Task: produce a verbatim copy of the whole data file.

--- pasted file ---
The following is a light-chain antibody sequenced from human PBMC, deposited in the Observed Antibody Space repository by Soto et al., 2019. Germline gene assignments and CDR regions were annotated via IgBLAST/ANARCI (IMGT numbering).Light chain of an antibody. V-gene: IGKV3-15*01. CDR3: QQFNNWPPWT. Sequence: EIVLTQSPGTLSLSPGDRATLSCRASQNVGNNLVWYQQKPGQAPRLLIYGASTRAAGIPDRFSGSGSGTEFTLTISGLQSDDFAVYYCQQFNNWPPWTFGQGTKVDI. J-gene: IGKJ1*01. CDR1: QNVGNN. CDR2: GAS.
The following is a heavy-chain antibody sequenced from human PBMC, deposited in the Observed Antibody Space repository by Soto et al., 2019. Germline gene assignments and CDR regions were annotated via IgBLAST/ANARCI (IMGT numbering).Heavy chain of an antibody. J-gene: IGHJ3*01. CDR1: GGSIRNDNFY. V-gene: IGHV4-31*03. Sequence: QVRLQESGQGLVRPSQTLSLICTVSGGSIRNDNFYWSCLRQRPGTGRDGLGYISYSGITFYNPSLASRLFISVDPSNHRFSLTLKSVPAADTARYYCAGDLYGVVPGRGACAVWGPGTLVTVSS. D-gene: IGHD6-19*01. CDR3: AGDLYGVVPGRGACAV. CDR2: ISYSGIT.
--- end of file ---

The following is a light-chain antibody sequenced from human PBMC, deposited in the Observed Antibody Space repository by Soto et al., 2019. Germline gene assignments and CDR regions were annotated via IgBLAST/ANARCI (IMGT numbering).Light chain of an antibody. V-gene: IGKV3-15*01. CDR3: QQFNNWPPWT. Sequence: EIVLTQSPGTLSLSPGDRATLSCRASQNVGNNLVWYQQKPGQAPRLLIYGASTRAAGIPDRFSGSGSGTEFTLTISGLQSDDFAVYYCQQFNNWPPWTFGQGTKVDI. J-gene: IGKJ1*01. CDR1: QNVGNN. CDR2: GAS.
The following is a heavy-chain antibody sequenced from human PBMC, deposited in the Observed Antibody Space repository by Soto et al., 2019. Germline gene assignments and CDR regions were annotated via IgBLAST/ANARCI (IMGT numbering).Heavy chain of an antibody. J-gene: IGHJ3*01. CDR1: GGSIRNDNFY. V-gene: IGHV4-31*03. Sequence: QVRLQESGQGLVRPSQTLSLICTVSGGSIRNDNFYWSCLRQRPGTGRDGLGYISYSGITFYNPSLASRLFISVDPSNHRFSLTLKSVPAADTARYYCAGDLYGVVPGRGACAVWGPGTLVTVSS. D-gene: IGHD6-19*01. CDR3: AGDLYGVVPGRGACAV. CDR2: ISYSGIT.